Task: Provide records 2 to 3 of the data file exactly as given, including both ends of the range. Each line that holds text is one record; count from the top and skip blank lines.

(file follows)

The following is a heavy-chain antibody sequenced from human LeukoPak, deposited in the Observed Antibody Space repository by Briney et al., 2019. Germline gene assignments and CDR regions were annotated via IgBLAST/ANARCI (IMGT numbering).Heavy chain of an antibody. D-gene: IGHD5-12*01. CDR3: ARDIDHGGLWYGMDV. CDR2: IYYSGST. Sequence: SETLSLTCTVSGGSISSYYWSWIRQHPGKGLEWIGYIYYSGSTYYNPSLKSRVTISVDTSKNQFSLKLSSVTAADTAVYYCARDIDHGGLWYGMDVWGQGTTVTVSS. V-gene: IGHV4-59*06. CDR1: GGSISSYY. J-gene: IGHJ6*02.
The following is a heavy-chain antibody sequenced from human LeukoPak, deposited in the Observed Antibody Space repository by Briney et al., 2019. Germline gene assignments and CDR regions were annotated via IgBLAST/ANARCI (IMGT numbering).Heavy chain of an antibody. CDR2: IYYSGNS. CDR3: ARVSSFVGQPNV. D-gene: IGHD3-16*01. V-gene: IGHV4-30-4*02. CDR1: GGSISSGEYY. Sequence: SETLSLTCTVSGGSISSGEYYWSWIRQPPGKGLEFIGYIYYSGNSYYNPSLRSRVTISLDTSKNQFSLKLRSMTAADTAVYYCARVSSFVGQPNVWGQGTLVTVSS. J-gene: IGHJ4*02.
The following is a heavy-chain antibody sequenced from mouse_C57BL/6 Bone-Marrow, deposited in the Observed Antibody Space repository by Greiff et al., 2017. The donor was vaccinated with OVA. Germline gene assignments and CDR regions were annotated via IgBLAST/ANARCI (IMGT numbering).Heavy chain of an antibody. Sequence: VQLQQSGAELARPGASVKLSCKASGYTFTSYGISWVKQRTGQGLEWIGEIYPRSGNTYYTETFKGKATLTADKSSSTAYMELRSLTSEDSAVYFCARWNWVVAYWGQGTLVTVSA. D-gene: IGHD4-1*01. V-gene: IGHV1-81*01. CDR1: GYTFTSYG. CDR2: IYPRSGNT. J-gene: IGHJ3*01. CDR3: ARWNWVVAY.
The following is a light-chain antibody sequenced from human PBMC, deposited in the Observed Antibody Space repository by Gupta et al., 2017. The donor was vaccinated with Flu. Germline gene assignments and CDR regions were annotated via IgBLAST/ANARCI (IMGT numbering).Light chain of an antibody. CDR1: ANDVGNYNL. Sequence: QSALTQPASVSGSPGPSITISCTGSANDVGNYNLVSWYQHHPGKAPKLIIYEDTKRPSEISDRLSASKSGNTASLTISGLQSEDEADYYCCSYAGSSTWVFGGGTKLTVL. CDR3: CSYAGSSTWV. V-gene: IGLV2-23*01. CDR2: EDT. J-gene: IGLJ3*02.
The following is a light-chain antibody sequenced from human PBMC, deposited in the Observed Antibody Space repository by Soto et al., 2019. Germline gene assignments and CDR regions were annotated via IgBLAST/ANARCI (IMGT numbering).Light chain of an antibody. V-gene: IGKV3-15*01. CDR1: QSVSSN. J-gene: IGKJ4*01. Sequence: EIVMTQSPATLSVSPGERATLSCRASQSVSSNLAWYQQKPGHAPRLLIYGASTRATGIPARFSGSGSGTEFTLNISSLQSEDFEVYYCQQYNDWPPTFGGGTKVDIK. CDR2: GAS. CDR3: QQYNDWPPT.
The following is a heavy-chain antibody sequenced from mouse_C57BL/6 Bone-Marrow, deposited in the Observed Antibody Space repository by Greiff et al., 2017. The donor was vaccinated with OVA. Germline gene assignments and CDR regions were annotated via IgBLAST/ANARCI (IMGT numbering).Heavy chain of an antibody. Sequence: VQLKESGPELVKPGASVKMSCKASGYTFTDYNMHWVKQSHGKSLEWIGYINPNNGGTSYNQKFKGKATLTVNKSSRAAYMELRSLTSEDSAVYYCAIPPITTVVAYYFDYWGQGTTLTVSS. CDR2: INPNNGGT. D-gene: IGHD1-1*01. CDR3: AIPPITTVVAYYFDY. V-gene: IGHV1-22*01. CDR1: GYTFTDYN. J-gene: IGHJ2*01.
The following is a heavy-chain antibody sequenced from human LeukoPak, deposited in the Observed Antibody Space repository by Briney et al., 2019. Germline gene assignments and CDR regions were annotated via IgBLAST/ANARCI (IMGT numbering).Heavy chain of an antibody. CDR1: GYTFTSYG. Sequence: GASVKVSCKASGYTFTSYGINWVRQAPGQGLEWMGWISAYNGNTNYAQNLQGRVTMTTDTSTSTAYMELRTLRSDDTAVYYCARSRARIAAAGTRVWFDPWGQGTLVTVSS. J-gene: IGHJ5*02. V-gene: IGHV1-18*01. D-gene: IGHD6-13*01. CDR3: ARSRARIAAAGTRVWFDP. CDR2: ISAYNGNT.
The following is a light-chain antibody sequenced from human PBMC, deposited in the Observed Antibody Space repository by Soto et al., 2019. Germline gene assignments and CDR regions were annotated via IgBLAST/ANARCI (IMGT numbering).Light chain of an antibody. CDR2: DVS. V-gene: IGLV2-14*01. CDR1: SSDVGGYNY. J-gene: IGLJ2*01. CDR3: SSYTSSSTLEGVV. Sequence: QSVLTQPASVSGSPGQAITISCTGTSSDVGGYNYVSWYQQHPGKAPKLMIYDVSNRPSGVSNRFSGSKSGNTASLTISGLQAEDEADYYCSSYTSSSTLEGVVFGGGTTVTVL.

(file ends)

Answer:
The following is a heavy-chain antibody sequenced from human LeukoPak, deposited in the Observed Antibody Space repository by Briney et al., 2019. Germline gene assignments and CDR regions were annotated via IgBLAST/ANARCI (IMGT numbering).Heavy chain of an antibody. CDR2: IYYSGNS. CDR3: ARVSSFVGQPNV. D-gene: IGHD3-16*01. V-gene: IGHV4-30-4*02. CDR1: GGSISSGEYY. Sequence: SETLSLTCTVSGGSISSGEYYWSWIRQPPGKGLEFIGYIYYSGNSYYNPSLRSRVTISLDTSKNQFSLKLRSMTAADTAVYYCARVSSFVGQPNVWGQGTLVTVSS. J-gene: IGHJ4*02.
The following is a heavy-chain antibody sequenced from mouse_C57BL/6 Bone-Marrow, deposited in the Observed Antibody Space repository by Greiff et al., 2017. The donor was vaccinated with OVA. Germline gene assignments and CDR regions were annotated via IgBLAST/ANARCI (IMGT numbering).Heavy chain of an antibody. Sequence: VQLQQSGAELARPGASVKLSCKASGYTFTSYGISWVKQRTGQGLEWIGEIYPRSGNTYYTETFKGKATLTADKSSSTAYMELRSLTSEDSAVYFCARWNWVVAYWGQGTLVTVSA. D-gene: IGHD4-1*01. V-gene: IGHV1-81*01. CDR1: GYTFTSYG. CDR2: IYPRSGNT. J-gene: IGHJ3*01. CDR3: ARWNWVVAY.